Published in the October 10 – 23, 2018 issue of Morgan Hill Life
Depending on the source cited, separation anxiety is thought to affect up to 20 percent of pet dogs. Separation anxiety is a condition in which the dog exhibits distinctive behavioral issues, anxiety, fear and/or distress when they are separated from their owners. It can be extremely frustrating to understand and often more frustrating to manage.
Although we do not understand all of the components contributing to separation anxiety, we know enough to know that there are certain predisposing factors that exist in a dog that are then fostered and reinforced by the owner. For this reason, some veterinary behaviorists say that it is not really a disorder of the dog . . . but one of the human owner
Abandonment, relinquishment to a shelter, movement to a new home and drastic changes in the household schedule may increase the risks a dog develops separation anxiety. Some reports indicate higher incidence in certain breeds. But the disorder is often progressive, especially when the owner is unaware of how to address it. Identifying separation anxiety can sometimes be difficult. Behaviors commonly shown by affected dogs may include: defecation/urination in the house, excessive barking/howling, destructive behaviors, excessive attachment to one member of the household and unwillingness to eat when home alone. These are only some of the symptoms and the severity and combination of symptoms can vary greatly.
The hallmark, however, is that they do not exhibit these behaviors when they are home with their owner. It can be difficult for clients to distinguish a dog with anxiety compared to a pet who needs extra training or work on house manners. There are also potential medical reasons for some symptoms, such as pain, urinary tract infections and gastrointestinal disease.
Managing separation anxiety takes a very dedicated client and often requires the assistance of a professional trainer. Although medications can be helpful in some cases, behavioral modification is the mainstay of treatment.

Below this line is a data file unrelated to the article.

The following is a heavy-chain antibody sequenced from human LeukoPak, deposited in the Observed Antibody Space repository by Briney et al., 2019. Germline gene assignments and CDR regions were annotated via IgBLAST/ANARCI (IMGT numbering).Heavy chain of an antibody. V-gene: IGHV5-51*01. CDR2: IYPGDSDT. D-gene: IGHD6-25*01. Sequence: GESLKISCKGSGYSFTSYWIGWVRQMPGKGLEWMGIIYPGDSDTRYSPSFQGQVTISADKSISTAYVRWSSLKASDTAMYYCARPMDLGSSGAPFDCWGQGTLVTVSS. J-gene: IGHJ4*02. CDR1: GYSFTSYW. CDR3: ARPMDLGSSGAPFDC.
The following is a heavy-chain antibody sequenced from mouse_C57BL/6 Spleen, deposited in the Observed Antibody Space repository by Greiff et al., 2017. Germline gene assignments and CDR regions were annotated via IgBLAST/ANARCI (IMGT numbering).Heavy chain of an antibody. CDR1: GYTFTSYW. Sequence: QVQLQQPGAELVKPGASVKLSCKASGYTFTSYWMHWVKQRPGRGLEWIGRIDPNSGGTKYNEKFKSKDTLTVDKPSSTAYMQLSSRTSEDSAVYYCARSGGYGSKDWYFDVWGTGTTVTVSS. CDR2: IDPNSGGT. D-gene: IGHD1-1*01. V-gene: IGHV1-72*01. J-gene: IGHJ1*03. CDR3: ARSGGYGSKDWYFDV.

The most difficult part of the training is training the owner . . . not just one owner but the entire household. It takes everyone to be dedicated and consistent in order to have a successful outcome. One of the most difficult parts of the management program is teaching clients that in order to help the dog, they have to teach the dog to learn to be alone. This means that coddling will be counterproductive as well as excessive attention. It means not always giving the dog attention when they are asking for it but giving attention on the owner’s terms rather than the dog’s terms.
Separation anxiety tends to be a progressive disorder. In most dogs, it does worsen over time if it is not addressed. The behaviors most owners tend to revert to in order to comfort these dogs actually reinforce the behavior and perpetuate the inability to be alone.
The value of professional assistance and the need for dedication on the part of the owner is paramount in managing dogs with separation anxiety. These dogs can be helped. Unfortunately, it is a long process, and they will revert back to these behaviors if they are not managed on a longterm basis.
Dr. Jeanne Haggerty-Arcay received her undergraduate degrees in biology, biochemistry and Spanish from the College of Notre Dame, Belmont. She graduated from U.C. Davis School of Veterinary Medicine. She enjoys spending time with her husband and three young children.
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